Forum for Science, Industry and Business

Sponsored by:     3M 
Search our Site:

 

MIT technology jump-starts human embryonic stem cell work

14.06.2004


An MIT team has developed new technology that could jump-start scientists’ ability to create specific cell types from human embryonic stem cells, a feat with implications for developing replacement organs and a variety of other tissue engineering applications.



The scientists have already identified a simple method for producing substantially pure populations of epithelial-like cells from human embryonic stem cells. Epithelial cells could be useful in making synthetic skin.

Human embryonic stem cells (hES) have the potential to differentiate into a variety of specialized cells, but coaxing them to do so is difficult. Several factors are known to influence their behavior. One of them is the material the cells grow upon outside the body, which is the focus of the current work.


"Until now there has been no quick, easy way to assess how a given material will affect cell behavior," said Robert Langer, the Germeshausen Professor of Chemical and Biomedical Engineering. Langer is the senior author of a paper on the work that will appear in the June 13 online issue of Nature Biotechnology.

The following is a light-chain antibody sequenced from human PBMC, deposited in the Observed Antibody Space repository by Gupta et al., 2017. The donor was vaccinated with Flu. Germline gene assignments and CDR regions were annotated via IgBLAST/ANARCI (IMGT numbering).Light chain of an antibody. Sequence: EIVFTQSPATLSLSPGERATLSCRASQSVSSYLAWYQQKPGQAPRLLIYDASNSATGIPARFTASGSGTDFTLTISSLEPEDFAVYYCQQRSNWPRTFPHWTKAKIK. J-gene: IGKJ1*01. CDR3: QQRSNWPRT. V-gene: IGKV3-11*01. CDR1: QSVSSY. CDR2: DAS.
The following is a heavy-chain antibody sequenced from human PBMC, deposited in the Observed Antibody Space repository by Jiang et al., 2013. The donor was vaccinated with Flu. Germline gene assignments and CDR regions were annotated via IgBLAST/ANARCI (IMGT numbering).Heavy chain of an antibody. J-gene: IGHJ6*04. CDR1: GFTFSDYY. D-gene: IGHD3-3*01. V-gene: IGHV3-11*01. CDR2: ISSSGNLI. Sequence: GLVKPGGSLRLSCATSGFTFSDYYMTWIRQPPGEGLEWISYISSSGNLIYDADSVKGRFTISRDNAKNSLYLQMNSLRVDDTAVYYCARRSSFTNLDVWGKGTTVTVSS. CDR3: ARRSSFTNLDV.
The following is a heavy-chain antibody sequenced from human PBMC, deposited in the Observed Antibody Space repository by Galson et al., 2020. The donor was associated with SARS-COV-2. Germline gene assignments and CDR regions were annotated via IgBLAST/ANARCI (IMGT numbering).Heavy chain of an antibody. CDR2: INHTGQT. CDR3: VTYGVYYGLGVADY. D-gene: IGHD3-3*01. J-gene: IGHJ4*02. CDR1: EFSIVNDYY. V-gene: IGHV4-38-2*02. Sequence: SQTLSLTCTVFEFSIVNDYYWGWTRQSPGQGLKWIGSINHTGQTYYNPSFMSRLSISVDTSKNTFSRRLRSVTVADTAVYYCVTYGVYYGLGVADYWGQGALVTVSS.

The new technique is not only fast; it also allows scientists to test hundreds to thousands of different materials at the same time. The trick? "We miniaturize the process," said Daniel G. Anderson, first author of the paper and a research associate in the Department of Chemical Engineering. Anderson and Langer are coauthors with Shulamit Levenberg, also a chemical engineering research associate.

The team developed robotic technology to deposit more than 1,700 spots of biomaterial (roughly 500 different materials in triplicate) on a glass slide measuring only 25 millimeters wide by 75 long. Twenty such slides, or microarrays, can be made in a single day. Exposure to ultraviolet light polymerizes the biomaterials, making each spot rigid and thus making the microarray ready for "seeding" with hES or other cells. (In the current work, the team seeded some arrays with hES and some with embryonic muscle cells.)